In some U.S. zip codes, young men face more risk of firearm death than those deployed in recent wars, study finds
The risk of firearm death in the U.S. is on the rise: in 2020, firearms became the leading cause of death for children, adolescents and young adults. Yet the risk is far from even — young men in some U.S. zip codes face disproportionately higher risks of firearm-related injuries and deaths.
To better understand the magnitude of the gun violence crisis and put it in perspective, researchers at Brown University and the University of Pennsylvania compared the risk of firearm-related death for young adult men living in the most violent areas in four major U.S. cities with the risks of combat death and injury faced by U.S. military personnel who served in Afghanistan and Iraq during active periods of war.
The results were mixed: The study, published in JAMA Network Open, found that young men from zip codes with the most firearm violence in Chicago and Philadelphia faced a notably higher risk of firearm-related death than U.S. military personnel deployed to wartime service in Afghanistan and Iraq. But the opposite was true in two other cities: The most violent areas in New York and Los Angeles were associated with much less risk for young men than those in the two wars.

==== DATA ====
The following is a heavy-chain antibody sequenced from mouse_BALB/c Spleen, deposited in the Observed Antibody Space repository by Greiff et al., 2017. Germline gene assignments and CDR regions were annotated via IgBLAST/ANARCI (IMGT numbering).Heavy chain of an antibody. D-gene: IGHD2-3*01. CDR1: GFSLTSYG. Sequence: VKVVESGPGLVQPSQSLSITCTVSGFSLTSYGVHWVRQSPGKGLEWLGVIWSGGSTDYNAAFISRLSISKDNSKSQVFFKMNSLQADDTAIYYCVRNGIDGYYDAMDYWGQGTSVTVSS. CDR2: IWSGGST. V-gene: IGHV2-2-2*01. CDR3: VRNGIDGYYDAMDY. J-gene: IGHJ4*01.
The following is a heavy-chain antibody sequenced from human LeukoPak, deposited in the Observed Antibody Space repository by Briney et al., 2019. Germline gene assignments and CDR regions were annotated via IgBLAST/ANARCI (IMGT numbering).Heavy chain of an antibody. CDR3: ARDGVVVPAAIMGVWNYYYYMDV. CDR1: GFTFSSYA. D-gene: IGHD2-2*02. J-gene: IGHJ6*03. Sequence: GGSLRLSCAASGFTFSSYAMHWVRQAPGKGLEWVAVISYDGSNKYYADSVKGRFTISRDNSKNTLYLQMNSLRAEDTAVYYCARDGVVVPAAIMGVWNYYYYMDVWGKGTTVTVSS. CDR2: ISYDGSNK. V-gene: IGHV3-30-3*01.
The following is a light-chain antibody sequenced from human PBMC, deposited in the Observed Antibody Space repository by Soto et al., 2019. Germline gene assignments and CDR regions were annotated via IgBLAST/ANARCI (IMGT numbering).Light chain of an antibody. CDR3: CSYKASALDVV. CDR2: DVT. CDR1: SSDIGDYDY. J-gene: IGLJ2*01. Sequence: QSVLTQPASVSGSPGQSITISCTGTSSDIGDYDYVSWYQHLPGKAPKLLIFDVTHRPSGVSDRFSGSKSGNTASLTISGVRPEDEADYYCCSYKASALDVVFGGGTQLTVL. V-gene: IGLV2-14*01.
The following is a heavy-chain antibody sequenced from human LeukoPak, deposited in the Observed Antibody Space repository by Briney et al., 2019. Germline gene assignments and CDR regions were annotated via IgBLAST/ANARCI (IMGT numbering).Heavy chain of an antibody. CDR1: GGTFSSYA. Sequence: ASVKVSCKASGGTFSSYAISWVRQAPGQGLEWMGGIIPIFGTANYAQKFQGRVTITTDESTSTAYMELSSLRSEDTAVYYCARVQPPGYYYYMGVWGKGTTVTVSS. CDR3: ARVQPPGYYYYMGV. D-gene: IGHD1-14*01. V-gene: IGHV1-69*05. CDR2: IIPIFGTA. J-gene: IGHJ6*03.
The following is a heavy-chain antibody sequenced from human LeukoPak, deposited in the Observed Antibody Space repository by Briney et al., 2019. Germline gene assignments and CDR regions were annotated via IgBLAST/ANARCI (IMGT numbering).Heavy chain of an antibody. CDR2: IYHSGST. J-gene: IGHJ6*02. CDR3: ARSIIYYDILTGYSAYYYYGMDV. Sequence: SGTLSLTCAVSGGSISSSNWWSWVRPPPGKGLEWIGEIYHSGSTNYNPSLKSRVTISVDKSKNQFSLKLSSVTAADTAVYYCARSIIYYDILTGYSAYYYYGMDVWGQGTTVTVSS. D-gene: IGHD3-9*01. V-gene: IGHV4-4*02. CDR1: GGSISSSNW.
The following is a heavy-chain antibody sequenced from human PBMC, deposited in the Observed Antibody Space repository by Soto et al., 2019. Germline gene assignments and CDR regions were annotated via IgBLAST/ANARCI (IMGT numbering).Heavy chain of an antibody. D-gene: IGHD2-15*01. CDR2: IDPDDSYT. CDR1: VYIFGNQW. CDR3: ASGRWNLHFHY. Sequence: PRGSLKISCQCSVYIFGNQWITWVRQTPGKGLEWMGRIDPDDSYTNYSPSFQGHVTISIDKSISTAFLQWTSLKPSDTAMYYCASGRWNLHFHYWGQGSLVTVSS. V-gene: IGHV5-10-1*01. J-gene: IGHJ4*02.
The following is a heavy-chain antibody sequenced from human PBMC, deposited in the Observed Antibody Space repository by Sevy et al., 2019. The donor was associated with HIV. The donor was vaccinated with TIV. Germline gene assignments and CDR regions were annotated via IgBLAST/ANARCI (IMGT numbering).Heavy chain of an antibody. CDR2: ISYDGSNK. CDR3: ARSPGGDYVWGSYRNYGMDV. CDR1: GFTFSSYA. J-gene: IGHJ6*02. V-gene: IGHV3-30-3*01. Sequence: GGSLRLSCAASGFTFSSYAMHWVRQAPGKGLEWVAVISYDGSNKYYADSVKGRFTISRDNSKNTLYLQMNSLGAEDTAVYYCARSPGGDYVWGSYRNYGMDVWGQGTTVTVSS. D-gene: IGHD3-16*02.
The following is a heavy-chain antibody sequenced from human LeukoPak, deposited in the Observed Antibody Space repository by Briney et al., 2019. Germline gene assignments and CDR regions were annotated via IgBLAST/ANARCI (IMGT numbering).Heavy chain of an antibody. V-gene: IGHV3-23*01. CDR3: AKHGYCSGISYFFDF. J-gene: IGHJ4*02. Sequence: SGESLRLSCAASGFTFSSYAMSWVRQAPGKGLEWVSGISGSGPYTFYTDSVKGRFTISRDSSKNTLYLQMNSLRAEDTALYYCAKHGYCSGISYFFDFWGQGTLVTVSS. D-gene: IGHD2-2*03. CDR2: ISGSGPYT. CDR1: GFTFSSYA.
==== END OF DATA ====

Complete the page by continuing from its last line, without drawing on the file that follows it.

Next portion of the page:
In all zip codes studied, risks were overwhelmingly borne by young men from minority racial and ethnic groups, the study found.
“These results are an urgent wake-up call for understanding, appreciating and responding to the risks and attendant traumas faced by this demographic of young men,” said Brandon del Pozo, an assistant professor of medicine (research) at Brown’s Warren Alpert Medical School and an assistant professor of health services, policy and practice (research) at the University’s School of Public Health.
Del Pozo conducts research at the intersection of public health, public safety and justice, focusing on substance use, the overdose crisis, and violence. His recently released book, “The Police and the State: Security, Social Cooperation, and the Public Good,” is based on his academic research as well as his 23 years of experience as a police officer in New York City and as chief of police of Burlington, Vermont.
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